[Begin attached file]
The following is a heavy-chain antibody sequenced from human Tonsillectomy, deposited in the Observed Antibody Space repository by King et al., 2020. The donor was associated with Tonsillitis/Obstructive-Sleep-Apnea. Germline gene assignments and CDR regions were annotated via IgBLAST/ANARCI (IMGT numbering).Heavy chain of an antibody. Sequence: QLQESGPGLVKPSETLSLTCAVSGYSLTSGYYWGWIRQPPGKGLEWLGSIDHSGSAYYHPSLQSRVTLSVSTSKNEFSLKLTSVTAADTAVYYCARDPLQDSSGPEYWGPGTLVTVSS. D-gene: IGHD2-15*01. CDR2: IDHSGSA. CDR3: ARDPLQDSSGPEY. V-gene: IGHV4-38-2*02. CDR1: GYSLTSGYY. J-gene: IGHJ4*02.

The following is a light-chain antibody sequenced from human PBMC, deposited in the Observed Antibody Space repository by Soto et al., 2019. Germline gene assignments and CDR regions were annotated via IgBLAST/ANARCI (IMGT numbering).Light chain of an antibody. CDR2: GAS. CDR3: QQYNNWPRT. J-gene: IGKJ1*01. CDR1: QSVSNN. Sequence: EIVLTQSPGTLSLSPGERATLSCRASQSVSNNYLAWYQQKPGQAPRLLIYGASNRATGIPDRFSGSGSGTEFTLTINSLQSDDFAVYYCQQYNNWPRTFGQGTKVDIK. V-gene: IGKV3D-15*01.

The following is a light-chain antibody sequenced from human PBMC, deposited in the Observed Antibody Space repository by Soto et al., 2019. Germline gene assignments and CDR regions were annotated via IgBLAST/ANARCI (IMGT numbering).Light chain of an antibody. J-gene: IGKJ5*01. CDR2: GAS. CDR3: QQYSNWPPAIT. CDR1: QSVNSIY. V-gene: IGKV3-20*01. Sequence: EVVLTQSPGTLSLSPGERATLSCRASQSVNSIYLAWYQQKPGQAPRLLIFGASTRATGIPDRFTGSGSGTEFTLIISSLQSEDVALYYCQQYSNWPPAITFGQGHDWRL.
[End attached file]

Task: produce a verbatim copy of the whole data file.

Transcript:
The following is a heavy-chain antibody sequenced from human Tonsillectomy, deposited in the Observed Antibody Space repository by King et al., 2020. The donor was associated with Tonsillitis/Obstructive-Sleep-Apnea. Germline gene assignments and CDR regions were annotated via IgBLAST/ANARCI (IMGT numbering).Heavy chain of an antibody. Sequence: QLQESGPGLVKPSETLSLTCAVSGYSLTSGYYWGWIRQPPGKGLEWLGSIDHSGSAYYHPSLQSRVTLSVSTSKNEFSLKLTSVTAADTAVYYCARDPLQDSSGPEYWGPGTLVTVSS. D-gene: IGHD2-15*01. CDR2: IDHSGSA. CDR3: ARDPLQDSSGPEY. V-gene: IGHV4-38-2*02. CDR1: GYSLTSGYY. J-gene: IGHJ4*02.

The following is a light-chain antibody sequenced from human PBMC, deposited in the Observed Antibody Space repository by Soto et al., 2019. Germline gene assignments and CDR regions were annotated via IgBLAST/ANARCI (IMGT numbering).Light chain of an antibody. CDR2: GAS. CDR3: QQYNNWPRT. J-gene: IGKJ1*01. CDR1: QSVSNN. Sequence: EIVLTQSPGTLSLSPGERATLSCRASQSVSNNYLAWYQQKPGQAPRLLIYGASNRATGIPDRFSGSGSGTEFTLTINSLQSDDFAVYYCQQYNNWPRTFGQGTKVDIK. V-gene: IGKV3D-15*01.

The following is a light-chain antibody sequenced from human PBMC, deposited in the Observed Antibody Space repository by Soto et al., 2019. Germline gene assignments and CDR regions were annotated via IgBLAST/ANARCI (IMGT numbering).Light chain of an antibody. J-gene: IGKJ5*01. CDR2: GAS. CDR3: QQYSNWPPAIT. CDR1: QSVNSIY. V-gene: IGKV3-20*01. Sequence: EVVLTQSPGTLSLSPGERATLSCRASQSVNSIYLAWYQQKPGQAPRLLIFGASTRATGIPDRFTGSGSGTEFTLIISSLQSEDVALYYCQQYSNWPPAITFGQGHDWRL.